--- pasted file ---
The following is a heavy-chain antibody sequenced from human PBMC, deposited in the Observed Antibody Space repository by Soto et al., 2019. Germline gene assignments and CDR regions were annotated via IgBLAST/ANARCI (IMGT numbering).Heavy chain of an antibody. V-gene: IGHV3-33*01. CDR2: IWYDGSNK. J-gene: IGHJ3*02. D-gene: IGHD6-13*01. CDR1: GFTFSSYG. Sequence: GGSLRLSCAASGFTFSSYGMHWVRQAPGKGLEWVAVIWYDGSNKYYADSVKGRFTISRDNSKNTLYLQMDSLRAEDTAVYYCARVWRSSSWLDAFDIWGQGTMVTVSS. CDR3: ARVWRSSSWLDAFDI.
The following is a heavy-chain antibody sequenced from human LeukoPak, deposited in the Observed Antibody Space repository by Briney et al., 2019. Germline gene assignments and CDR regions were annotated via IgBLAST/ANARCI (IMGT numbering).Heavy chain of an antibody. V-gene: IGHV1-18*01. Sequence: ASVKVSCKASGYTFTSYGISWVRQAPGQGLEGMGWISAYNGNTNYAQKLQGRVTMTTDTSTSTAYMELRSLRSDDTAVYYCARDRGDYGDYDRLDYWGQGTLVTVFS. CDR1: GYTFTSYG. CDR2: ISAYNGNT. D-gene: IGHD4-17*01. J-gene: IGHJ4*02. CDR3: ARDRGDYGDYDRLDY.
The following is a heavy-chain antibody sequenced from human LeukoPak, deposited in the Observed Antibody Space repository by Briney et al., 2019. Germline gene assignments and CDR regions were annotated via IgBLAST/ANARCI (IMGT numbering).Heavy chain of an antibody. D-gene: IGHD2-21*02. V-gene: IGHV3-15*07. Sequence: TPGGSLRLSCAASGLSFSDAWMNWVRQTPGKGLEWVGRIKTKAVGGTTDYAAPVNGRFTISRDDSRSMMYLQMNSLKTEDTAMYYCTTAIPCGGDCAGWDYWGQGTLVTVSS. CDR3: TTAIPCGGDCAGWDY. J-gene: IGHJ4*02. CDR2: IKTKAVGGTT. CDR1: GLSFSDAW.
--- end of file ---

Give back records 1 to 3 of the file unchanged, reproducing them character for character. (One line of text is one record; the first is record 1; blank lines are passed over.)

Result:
The following is a heavy-chain antibody sequenced from human PBMC, deposited in the Observed Antibody Space repository by Soto et al., 2019. Germline gene assignments and CDR regions were annotated via IgBLAST/ANARCI (IMGT numbering).Heavy chain of an antibody. V-gene: IGHV3-33*01. CDR2: IWYDGSNK. J-gene: IGHJ3*02. D-gene: IGHD6-13*01. CDR1: GFTFSSYG. Sequence: GGSLRLSCAASGFTFSSYGMHWVRQAPGKGLEWVAVIWYDGSNKYYADSVKGRFTISRDNSKNTLYLQMDSLRAEDTAVYYCARVWRSSSWLDAFDIWGQGTMVTVSS. CDR3: ARVWRSSSWLDAFDI.
The following is a heavy-chain antibody sequenced from human LeukoPak, deposited in the Observed Antibody Space repository by Briney et al., 2019. Germline gene assignments and CDR regions were annotated via IgBLAST/ANARCI (IMGT numbering).Heavy chain of an antibody. V-gene: IGHV1-18*01. Sequence: ASVKVSCKASGYTFTSYGISWVRQAPGQGLEGMGWISAYNGNTNYAQKLQGRVTMTTDTSTSTAYMELRSLRSDDTAVYYCARDRGDYGDYDRLDYWGQGTLVTVFS. CDR1: GYTFTSYG. CDR2: ISAYNGNT. D-gene: IGHD4-17*01. J-gene: IGHJ4*02. CDR3: ARDRGDYGDYDRLDY.
The following is a heavy-chain antibody sequenced from human LeukoPak, deposited in the Observed Antibody Space repository by Briney et al., 2019. Germline gene assignments and CDR regions were annotated via IgBLAST/ANARCI (IMGT numbering).Heavy chain of an antibody. D-gene: IGHD2-21*02. V-gene: IGHV3-15*07. Sequence: TPGGSLRLSCAASGLSFSDAWMNWVRQTPGKGLEWVGRIKTKAVGGTTDYAAPVNGRFTISRDDSRSMMYLQMNSLKTEDTAMYYCTTAIPCGGDCAGWDYWGQGTLVTVSS. CDR3: TTAIPCGGDCAGWDY. J-gene: IGHJ4*02. CDR2: IKTKAVGGTT. CDR1: GLSFSDAW.